On March 28, 2023, the Sixth Circuit issued a notable decision rejecting broad theories from DOJ and relators about (1) the definition of remuneration under the Anti-Kickback Statute (AKS) and (2) the causation requirement for AKS violations that trigger FCA liability. See United States ex rel. Martin v. Hathaway, No. 22-1463 (6th Cir. 2023). On the first, the court held that “remuneration” under the AKS “covers just payments and other transfers of value,” not “any act that may be valuable to another.” On the second, the court held that FCA liability attaches only if the claim would not have been submitted but for the AKS violation.
The case concerned potential eye doctor referrals in a small town in Michigan. For ophthalmology patients, service options were limited to just one hospital and a local eye practice. For years, they referred patients to one another. At some point, one of the relators (an ophthalmologist) was negotiating with the hospital to be hired as an on-site physician. If hired, relators alleged, the hospital’s new ophthalmologist would have destroyed the local eye center’s business, because referrals that used to go to the eye center would have been handled on-site at the hospital. The eye center’s owner spoke with the hospital and said that hiring relator would be a “lose-lose” proposition. After that, employment negotiations fell through, and relators sued. Their theory was that the hiring decision was really just a ruse to keep the referrals going: the hospital’s refusal to hire an ophthalmologist constituted remuneration for continued referrals to the hospital. The United States declined to intervene, and the district court granted defendants’ motion to dismiss. The Sixth Circuit affirmed.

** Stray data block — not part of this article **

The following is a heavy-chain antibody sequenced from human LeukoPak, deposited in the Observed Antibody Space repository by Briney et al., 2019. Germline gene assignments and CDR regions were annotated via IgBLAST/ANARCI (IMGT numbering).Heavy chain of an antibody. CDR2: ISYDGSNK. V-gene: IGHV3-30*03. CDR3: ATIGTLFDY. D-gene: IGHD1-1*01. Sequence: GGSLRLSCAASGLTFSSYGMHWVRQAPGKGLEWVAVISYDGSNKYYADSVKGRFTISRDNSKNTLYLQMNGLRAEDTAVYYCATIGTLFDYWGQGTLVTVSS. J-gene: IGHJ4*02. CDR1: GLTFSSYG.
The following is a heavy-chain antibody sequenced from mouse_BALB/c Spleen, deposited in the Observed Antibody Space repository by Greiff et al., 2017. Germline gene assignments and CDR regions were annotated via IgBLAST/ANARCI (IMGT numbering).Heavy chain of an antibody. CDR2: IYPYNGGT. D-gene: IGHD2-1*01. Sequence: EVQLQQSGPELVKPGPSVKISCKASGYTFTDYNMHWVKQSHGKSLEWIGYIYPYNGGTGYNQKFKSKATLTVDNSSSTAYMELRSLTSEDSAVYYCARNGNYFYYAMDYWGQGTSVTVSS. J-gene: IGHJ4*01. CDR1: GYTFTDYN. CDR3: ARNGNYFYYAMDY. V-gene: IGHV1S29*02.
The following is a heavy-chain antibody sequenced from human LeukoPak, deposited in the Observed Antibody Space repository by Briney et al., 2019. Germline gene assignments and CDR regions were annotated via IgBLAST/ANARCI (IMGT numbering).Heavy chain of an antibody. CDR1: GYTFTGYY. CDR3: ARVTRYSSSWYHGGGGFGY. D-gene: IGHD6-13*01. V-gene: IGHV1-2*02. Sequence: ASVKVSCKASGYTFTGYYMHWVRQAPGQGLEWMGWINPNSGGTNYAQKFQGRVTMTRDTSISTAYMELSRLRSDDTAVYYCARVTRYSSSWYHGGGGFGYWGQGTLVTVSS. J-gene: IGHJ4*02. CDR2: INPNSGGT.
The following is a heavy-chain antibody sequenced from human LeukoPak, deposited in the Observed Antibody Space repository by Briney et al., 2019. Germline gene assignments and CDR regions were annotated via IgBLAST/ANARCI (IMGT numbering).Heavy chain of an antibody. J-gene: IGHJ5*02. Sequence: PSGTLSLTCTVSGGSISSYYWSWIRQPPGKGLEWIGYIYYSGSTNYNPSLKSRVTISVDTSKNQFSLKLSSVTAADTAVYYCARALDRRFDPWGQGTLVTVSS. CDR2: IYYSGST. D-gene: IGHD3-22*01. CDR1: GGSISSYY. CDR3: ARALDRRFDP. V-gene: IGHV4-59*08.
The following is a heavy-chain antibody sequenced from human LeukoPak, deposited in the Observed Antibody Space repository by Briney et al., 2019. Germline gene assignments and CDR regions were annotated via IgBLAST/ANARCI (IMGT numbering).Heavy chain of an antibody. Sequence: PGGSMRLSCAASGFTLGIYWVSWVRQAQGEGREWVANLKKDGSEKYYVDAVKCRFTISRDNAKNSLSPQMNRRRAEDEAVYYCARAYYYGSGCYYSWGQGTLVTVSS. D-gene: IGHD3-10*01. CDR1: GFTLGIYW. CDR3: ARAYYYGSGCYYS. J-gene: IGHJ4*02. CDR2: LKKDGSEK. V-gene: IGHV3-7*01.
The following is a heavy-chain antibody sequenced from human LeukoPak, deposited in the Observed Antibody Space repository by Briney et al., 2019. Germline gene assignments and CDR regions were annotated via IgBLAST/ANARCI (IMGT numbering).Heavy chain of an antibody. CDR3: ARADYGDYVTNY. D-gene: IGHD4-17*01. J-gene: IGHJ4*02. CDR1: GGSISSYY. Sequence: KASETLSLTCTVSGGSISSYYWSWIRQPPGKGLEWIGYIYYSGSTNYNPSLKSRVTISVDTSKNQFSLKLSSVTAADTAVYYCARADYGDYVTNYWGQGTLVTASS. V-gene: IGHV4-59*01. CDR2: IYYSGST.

Remuneration. The Sixth Circuit construed “remuneration” as limited to payments or other transfers of value. Its analysis took a familiar text-based approach. The panel consulted dictionary definitions and Congress’s analogous uses of “remuneration,” all of which described remuneration as something paid or transferred. The AKS’s broader context, including statutory safe harbors, reinforced that interpretation. So did the related civil monetary penalties section of the Social Security Act. In fact, the U.S. Department of Health and Human Services, Office of Inspector General itself “seems to accept this approach.” “Its advisory opinions,” the panel explained, “define ‘remuneration’ as ‘the transfer of anything of value, directly or indirectly, overtly or covertly, in cash or in kind.’” And the rule of lenity likewise supported a narrower definition.
Along the way, the court rejected an argument from DOJ as amicus curiae that “remuneration” should be construed expansively because the AKS prohibits “any” remuneration and thus “anything of value in any form.” “[T]hat reality,” the panel countered, “proves only that the statute covers remuneration of any type (cash, services, goods),” not that Congress intended the term to encompass more than payments and transfers of value.